Pilot Who Flies Banners Over OOB Talks on Aviation

On a warm fall day in 1976, 15-year-old John Apte waited anxiously at his family’s airport in New Hampshire for a chance to take his first ever solo flight. After placing a slab of lead under his seat, John’s father gave him the go-ahead and he took off to the skies. At that moment, feeling more alive than he ever had before, he knew he had a future in aviation.

“My grandfather was an early aviator, and my father was too, so that certainly heightened my interest in flying as a child,” he said. “I was eager to fly, and they used the lead slab because I didn't weigh enough at the time. It’s standard protocol to do that, but it was still a memorable part of the experience for me.”

After spending years flying his plane for companies in New Jersey and Florida, John decided to start his own business. In 1995, “Screaming Eagle Aviation” began flying personalized banners over Old Orchard Beach in the summer. 

“As kids, my family would visit this town a lot, and my timing in coming here to start a business was exceptional. The person who used to fly banners had quit a few years prior to my arrival,” he said. “In New Jersey, I gained some ground crew work. In Florida, I gave tours over the Everglades. Coming to Old Orchard Beach gave me the chance for me to start my own project.”

In the beginning, John marketed himself door-to-door, going to local restaurants and businesses in an effort to get the word out about his unique advertising service. For many years, he found it difficult to make a profit. But as time went on, things got easier.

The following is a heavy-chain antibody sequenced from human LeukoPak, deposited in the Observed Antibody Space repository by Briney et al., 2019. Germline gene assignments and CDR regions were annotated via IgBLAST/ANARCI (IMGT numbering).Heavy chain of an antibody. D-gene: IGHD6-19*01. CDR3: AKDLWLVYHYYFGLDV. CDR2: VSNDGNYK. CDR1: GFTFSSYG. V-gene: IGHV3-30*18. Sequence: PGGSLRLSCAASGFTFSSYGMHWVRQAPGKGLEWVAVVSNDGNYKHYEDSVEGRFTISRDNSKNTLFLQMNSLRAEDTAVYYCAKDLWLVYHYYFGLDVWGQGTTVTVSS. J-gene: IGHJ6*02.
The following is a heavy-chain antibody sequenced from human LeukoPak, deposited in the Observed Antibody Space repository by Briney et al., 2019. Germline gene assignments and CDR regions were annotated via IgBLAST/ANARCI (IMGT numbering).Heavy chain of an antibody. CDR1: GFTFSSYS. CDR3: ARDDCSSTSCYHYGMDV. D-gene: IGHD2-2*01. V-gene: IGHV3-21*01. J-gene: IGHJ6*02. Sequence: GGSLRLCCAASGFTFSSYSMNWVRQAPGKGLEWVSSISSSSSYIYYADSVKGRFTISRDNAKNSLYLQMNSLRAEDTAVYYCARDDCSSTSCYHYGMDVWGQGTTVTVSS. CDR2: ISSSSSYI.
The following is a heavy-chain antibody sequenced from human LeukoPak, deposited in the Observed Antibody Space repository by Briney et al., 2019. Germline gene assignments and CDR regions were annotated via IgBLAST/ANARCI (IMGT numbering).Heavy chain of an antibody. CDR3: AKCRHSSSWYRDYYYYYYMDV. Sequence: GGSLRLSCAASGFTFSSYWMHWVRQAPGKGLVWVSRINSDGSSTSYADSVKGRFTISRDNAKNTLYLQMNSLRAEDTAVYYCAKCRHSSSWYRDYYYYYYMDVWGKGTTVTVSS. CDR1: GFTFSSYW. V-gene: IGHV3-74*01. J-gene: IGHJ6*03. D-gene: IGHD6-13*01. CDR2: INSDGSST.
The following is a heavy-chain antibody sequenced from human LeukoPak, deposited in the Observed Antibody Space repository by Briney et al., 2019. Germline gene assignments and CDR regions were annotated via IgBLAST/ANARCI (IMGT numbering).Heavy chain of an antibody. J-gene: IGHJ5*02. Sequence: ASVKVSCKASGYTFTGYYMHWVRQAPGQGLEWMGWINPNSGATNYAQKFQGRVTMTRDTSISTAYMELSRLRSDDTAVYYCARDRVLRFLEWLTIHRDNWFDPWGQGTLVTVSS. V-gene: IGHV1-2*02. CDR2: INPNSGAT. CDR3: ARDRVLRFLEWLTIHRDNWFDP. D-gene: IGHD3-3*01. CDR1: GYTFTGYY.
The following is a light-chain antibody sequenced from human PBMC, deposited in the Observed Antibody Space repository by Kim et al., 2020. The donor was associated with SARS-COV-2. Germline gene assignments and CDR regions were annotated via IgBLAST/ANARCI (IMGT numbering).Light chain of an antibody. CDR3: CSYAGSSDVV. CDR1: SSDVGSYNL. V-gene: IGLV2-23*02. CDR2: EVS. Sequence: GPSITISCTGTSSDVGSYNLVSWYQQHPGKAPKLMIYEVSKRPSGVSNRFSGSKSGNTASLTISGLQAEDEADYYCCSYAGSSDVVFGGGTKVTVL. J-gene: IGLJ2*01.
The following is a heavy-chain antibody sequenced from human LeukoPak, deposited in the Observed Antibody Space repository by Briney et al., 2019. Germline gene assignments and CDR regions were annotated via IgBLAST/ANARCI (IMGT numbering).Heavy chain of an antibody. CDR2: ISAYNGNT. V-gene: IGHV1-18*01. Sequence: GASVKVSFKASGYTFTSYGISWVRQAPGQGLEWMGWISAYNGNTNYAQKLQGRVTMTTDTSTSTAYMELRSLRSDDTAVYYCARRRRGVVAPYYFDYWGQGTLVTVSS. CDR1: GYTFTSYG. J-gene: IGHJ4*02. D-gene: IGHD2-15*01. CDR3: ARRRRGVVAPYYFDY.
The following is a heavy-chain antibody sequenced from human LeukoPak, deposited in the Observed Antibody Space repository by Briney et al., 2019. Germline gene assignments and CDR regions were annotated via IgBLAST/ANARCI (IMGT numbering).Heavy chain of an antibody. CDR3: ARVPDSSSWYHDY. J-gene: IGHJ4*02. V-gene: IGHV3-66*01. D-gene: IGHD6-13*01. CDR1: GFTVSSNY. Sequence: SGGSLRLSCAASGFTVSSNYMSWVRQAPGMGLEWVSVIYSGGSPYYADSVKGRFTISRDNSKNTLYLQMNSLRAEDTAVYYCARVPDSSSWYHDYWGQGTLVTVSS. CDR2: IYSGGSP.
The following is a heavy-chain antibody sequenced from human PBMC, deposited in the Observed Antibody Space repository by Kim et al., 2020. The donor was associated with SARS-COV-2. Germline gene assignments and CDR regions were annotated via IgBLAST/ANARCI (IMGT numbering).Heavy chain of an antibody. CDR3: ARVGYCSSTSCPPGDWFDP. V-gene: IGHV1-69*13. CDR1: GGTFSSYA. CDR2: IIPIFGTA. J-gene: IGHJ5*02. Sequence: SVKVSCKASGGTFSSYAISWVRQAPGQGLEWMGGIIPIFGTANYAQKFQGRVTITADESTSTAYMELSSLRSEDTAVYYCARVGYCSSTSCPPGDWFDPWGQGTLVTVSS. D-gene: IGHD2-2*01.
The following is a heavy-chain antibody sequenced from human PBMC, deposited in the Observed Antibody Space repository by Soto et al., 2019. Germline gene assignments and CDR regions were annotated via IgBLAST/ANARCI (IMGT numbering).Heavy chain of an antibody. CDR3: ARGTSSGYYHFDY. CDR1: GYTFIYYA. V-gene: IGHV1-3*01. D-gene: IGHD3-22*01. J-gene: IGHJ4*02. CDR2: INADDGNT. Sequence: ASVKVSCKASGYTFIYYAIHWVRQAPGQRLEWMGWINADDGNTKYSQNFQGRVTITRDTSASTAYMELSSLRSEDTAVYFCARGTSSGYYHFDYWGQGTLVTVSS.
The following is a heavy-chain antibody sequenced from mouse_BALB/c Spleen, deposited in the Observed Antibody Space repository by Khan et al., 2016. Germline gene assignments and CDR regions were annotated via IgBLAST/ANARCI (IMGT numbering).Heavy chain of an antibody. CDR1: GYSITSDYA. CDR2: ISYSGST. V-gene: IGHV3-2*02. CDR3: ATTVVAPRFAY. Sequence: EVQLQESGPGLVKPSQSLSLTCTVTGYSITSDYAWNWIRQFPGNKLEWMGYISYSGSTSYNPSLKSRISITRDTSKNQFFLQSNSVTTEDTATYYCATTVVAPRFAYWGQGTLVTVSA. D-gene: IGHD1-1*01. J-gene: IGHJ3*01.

“There were just a lot of years where I had to purchase letters to make banners, and that cost so much money. I remember thinking one day, after accumulating all the tools I needed, that I had actually made a profit. It was then that things began to feel worth my while.”

As a way to save money, John’s wife began making new letters by hand using her commercial sewing machine. Doing it this way, he said, is a good way to maintain quality control.

“She makes all these letters, which are available to be used for banners of all kinds. From business advertisements, to high school events, to birthday wishes and marriage messages, there are so many reasons people have wanted to utilize my business.”

Being a pilot, he explained, comes with its pros and cons. For the most part, flying fills him with a great sense of adventure, particularly during lift-off. Even though he passionately loves what he does, he said there’s always a sigh of relief that washes over him when he lands his plane after a flight.

“Sometimes it's miserable up there weather-wise, and it can get so bad you can’t even fly,” he said. “When I was young, I used to kind of push the envelope, like anyone else would. I’d fly in difficult wind conditions with minimal visibility. But once you’re there, you don’t want to do it again. It’s a big part of learning. As I’ve gotten older, I’ve grown to love the uneventful days. A boring day is the only kind of day I want up there.” 

In 2020, John said his business was hit hard by the pandemic. Due to the high number of business closures, he lost a lot of his regular advertisers. When things began opening back up and restrictions loosened, the places that once contracted him had slashed their budgets and no longer needed his services.

“Last year I flew maybe 50 hours for the whole season, and usually I fly about 200,” he said. “COVID pretty much crippled my little business. Advertising on the beach is so effective, but restaurants haven’t had the need because business has been booming.”

Regardless, John said he tries to keep a positive attitude about the future. At the peak of the pandemic, he took on odd jobs to make some extra cash. He also began selling his aerial photography, and recently bought a house in Saco.

“The place we bought here is a fixer-upper, so that will take a lot of my time, but it’s exciting to have that as a project to work on,” he said. “Business will rise again one day. It will be interesting to see when that is. Until then, I’ll keep maintaining my planes and enjoying my time here.”